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In this paper we investigate how rural consumers in India shift their expenditure towards branded products with exposure to urban areas through migrant family members. Studying 434 rural families across 30 villages in India, we found that migration affects brand expenditure through both economic and social remittances. For example, migration has a greater impact for those households with cell phones (that enable communication with migrants) and a much smaller impact for households that own televisions (which substitute for migrant communications). Marketers can significantly improve their salesforce effort allocation by using migration data when predicting brand expenditure.
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Narayan, Vishal & Shreya Kankanhalli (2021), “The Economic and Social Impacts of Migration on Brand Expenditure: Evidence from Rural India,” Journal of Marketing.
Households sending members to work away from home often receive information about lifestyles and consumption behaviors in those migration destinations (i.e., social remittances) along with economic remittances. We investigate the effect of having a migrant household member on household brand expenditures in rural India—a market characterized by substantial consumption of unbranded products. We collect and analyze household-level survey data from 434 households across 30 villages using an instrumental variable strategy. Economic remittances result in greater brand expenditure and this level is higher for poorer households. After controlling for economic remittances, the effect of migration on brand expenditures is more positive for households residing in more populous villages, with greater access to mobile phones, lower viewership of television media, and with less recently departed migrants. We demonstrate how marketing resource allocation across villages can be improved by incorporating migration data and provide insights for household targeting in the context of door-to-door selling in villages. Our results are robust to alternate, public policy-based instruments, and can be generalized to expenditure on private schools. Using additional survey data from 300 households in 62 new villages, we replicate our results by comparing within-household brand expenditures before and after the migration event.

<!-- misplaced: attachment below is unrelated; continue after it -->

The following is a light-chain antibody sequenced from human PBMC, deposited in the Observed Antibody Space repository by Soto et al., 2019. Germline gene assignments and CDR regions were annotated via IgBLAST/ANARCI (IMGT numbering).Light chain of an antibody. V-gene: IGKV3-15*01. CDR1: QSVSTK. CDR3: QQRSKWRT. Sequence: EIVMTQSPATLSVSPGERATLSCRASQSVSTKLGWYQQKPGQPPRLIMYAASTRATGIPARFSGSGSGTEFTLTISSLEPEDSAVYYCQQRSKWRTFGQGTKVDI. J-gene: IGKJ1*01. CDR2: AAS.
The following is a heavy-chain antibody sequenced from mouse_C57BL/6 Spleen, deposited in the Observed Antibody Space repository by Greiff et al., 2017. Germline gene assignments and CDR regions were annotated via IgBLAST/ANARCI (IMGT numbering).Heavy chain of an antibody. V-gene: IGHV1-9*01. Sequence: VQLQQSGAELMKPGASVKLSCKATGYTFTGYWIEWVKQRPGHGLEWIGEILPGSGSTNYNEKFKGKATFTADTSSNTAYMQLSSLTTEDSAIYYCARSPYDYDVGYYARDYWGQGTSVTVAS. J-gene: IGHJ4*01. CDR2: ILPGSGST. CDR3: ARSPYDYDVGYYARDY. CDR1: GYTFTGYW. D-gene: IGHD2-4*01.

Special thanks to Holly Howe (Ph.D. candidate at Duke University) and Demi Oba (Ph.D. candidate at Duke University), for their support in working with authors on submissions to this program.
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